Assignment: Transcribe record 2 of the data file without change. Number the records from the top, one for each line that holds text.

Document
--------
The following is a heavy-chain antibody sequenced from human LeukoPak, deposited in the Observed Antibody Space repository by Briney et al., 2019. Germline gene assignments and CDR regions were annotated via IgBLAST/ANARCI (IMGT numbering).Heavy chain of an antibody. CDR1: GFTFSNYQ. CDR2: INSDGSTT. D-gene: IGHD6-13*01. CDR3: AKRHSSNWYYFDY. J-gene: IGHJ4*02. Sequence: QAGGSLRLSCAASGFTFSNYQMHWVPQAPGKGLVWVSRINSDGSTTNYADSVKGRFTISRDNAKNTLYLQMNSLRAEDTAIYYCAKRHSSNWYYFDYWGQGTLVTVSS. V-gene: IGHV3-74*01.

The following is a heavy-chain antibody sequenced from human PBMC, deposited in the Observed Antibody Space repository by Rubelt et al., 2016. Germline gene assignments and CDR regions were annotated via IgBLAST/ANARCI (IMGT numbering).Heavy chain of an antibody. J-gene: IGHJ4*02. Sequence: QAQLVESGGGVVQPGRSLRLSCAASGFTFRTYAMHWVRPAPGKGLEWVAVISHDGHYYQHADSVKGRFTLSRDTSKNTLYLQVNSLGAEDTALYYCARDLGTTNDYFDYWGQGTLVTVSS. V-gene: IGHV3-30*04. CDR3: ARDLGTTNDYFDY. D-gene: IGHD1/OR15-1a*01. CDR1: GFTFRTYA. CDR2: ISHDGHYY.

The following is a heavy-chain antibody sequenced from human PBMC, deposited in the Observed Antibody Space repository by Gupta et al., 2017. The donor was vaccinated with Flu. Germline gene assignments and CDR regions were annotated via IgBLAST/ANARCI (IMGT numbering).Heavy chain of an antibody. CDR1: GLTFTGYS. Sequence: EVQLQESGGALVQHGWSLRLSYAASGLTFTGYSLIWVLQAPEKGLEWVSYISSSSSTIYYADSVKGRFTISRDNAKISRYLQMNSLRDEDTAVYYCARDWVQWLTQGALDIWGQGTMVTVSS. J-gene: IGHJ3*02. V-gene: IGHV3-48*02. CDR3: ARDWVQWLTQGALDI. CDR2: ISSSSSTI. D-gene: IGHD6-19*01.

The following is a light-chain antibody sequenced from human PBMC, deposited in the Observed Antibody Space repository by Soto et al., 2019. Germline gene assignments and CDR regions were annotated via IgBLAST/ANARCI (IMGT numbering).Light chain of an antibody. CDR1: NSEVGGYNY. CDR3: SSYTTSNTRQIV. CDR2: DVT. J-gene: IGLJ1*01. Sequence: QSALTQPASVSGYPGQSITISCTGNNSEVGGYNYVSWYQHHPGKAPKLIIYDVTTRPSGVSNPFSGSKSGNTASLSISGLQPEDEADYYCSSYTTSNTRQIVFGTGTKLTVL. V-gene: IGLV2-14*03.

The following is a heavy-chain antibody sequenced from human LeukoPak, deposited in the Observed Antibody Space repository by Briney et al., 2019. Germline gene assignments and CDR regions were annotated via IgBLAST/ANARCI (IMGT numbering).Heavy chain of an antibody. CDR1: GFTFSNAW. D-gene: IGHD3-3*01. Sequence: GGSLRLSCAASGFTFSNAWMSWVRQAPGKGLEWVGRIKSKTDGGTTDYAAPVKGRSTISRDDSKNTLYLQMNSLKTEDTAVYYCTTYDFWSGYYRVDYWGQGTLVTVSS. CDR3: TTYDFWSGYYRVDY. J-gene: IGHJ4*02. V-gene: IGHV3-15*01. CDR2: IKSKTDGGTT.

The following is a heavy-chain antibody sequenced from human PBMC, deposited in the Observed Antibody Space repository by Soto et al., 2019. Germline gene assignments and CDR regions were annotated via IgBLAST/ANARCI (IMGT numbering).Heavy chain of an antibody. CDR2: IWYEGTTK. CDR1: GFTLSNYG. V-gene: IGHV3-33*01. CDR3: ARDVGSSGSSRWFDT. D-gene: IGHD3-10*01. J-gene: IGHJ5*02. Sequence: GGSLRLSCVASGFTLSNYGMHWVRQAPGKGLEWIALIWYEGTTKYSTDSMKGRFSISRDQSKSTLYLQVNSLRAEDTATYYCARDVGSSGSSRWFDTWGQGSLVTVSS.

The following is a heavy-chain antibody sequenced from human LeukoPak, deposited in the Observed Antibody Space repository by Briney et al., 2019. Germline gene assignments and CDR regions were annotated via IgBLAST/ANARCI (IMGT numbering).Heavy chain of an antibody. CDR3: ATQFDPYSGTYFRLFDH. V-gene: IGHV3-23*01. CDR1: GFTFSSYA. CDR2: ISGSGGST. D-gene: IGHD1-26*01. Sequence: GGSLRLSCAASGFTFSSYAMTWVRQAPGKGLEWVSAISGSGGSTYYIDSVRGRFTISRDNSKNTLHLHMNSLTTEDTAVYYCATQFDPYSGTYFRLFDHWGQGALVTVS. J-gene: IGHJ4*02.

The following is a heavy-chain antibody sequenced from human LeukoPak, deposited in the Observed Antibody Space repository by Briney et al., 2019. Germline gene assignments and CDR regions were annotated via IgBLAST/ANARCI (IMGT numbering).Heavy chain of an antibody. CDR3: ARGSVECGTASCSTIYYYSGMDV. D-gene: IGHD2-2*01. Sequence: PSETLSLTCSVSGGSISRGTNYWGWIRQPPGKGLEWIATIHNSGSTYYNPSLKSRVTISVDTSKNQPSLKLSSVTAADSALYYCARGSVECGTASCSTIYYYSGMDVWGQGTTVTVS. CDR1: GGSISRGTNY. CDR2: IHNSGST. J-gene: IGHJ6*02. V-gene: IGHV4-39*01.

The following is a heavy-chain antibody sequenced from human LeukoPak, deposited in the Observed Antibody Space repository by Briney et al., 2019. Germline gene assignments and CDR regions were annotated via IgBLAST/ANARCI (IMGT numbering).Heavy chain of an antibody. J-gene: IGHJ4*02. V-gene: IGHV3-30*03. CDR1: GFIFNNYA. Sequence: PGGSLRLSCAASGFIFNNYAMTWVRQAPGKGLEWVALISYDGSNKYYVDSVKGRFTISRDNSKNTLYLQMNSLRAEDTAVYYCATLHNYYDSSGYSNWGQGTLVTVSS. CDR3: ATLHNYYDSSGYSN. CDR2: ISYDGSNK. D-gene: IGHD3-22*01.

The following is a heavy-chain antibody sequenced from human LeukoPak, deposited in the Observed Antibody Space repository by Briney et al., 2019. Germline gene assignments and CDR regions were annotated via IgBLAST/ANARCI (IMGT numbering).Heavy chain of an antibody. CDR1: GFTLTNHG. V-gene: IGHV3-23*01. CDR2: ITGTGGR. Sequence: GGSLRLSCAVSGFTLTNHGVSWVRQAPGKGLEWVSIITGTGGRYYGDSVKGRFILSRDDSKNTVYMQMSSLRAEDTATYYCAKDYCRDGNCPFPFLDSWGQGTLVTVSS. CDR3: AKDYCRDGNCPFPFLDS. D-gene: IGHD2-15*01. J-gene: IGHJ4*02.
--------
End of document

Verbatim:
The following is a heavy-chain antibody sequenced from human PBMC, deposited in the Observed Antibody Space repository by Rubelt et al., 2016. Germline gene assignments and CDR regions were annotated via IgBLAST/ANARCI (IMGT numbering).Heavy chain of an antibody. J-gene: IGHJ4*02. Sequence: QAQLVESGGGVVQPGRSLRLSCAASGFTFRTYAMHWVRPAPGKGLEWVAVISHDGHYYQHADSVKGRFTLSRDTSKNTLYLQVNSLGAEDTALYYCARDLGTTNDYFDYWGQGTLVTVSS. V-gene: IGHV3-30*04. CDR3: ARDLGTTNDYFDY. D-gene: IGHD1/OR15-1a*01. CDR1: GFTFRTYA. CDR2: ISHDGHYY.